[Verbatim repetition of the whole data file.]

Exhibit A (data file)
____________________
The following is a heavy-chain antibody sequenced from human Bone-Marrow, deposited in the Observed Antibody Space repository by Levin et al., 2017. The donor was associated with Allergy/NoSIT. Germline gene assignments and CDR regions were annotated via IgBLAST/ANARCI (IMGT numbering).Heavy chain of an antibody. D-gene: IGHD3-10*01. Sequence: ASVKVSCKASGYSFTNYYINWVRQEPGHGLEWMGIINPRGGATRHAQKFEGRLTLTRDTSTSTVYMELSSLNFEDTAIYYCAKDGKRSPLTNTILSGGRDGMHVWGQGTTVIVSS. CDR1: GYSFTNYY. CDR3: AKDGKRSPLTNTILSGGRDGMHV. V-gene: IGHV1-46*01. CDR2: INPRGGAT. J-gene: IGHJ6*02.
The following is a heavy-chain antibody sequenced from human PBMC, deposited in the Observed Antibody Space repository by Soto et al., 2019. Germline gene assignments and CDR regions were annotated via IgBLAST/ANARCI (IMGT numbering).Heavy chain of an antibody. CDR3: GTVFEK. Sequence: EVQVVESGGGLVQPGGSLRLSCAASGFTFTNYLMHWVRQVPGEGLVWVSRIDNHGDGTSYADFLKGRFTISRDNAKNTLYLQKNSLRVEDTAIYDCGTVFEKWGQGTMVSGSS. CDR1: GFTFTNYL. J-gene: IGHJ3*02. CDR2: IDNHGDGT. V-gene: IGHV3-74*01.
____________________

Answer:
The following is a heavy-chain antibody sequenced from human Bone-Marrow, deposited in the Observed Antibody Space repository by Levin et al., 2017. The donor was associated with Allergy/NoSIT. Germline gene assignments and CDR regions were annotated via IgBLAST/ANARCI (IMGT numbering).Heavy chain of an antibody. D-gene: IGHD3-10*01. Sequence: ASVKVSCKASGYSFTNYYINWVRQEPGHGLEWMGIINPRGGATRHAQKFEGRLTLTRDTSTSTVYMELSSLNFEDTAIYYCAKDGKRSPLTNTILSGGRDGMHVWGQGTTVIVSS. CDR1: GYSFTNYY. CDR3: AKDGKRSPLTNTILSGGRDGMHV. V-gene: IGHV1-46*01. CDR2: INPRGGAT. J-gene: IGHJ6*02.
The following is a heavy-chain antibody sequenced from human PBMC, deposited in the Observed Antibody Space repository by Soto et al., 2019. Germline gene assignments and CDR regions were annotated via IgBLAST/ANARCI (IMGT numbering).Heavy chain of an antibody. CDR3: GTVFEK. Sequence: EVQVVESGGGLVQPGGSLRLSCAASGFTFTNYLMHWVRQVPGEGLVWVSRIDNHGDGTSYADFLKGRFTISRDNAKNTLYLQKNSLRVEDTAIYDCGTVFEKWGQGTMVSGSS. CDR1: GFTFTNYL. J-gene: IGHJ3*02. CDR2: IDNHGDGT. V-gene: IGHV3-74*01.